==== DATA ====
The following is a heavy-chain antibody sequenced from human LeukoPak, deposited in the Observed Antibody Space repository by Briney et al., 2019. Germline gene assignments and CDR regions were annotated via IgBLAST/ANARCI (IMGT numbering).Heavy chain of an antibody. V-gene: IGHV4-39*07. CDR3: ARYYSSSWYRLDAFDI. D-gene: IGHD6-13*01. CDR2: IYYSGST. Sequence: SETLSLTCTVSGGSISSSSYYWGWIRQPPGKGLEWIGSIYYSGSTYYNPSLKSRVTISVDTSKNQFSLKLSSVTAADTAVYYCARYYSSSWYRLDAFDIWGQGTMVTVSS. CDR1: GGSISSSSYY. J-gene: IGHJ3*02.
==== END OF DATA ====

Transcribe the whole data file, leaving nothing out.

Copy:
The following is a heavy-chain antibody sequenced from human LeukoPak, deposited in the Observed Antibody Space repository by Briney et al., 2019. Germline gene assignments and CDR regions were annotated via IgBLAST/ANARCI (IMGT numbering).Heavy chain of an antibody. V-gene: IGHV4-39*07. CDR3: ARYYSSSWYRLDAFDI. D-gene: IGHD6-13*01. CDR2: IYYSGST. Sequence: SETLSLTCTVSGGSISSSSYYWGWIRQPPGKGLEWIGSIYYSGSTYYNPSLKSRVTISVDTSKNQFSLKLSSVTAADTAVYYCARYYSSSWYRLDAFDIWGQGTMVTVSS. CDR1: GGSISSSSYY. J-gene: IGHJ3*02.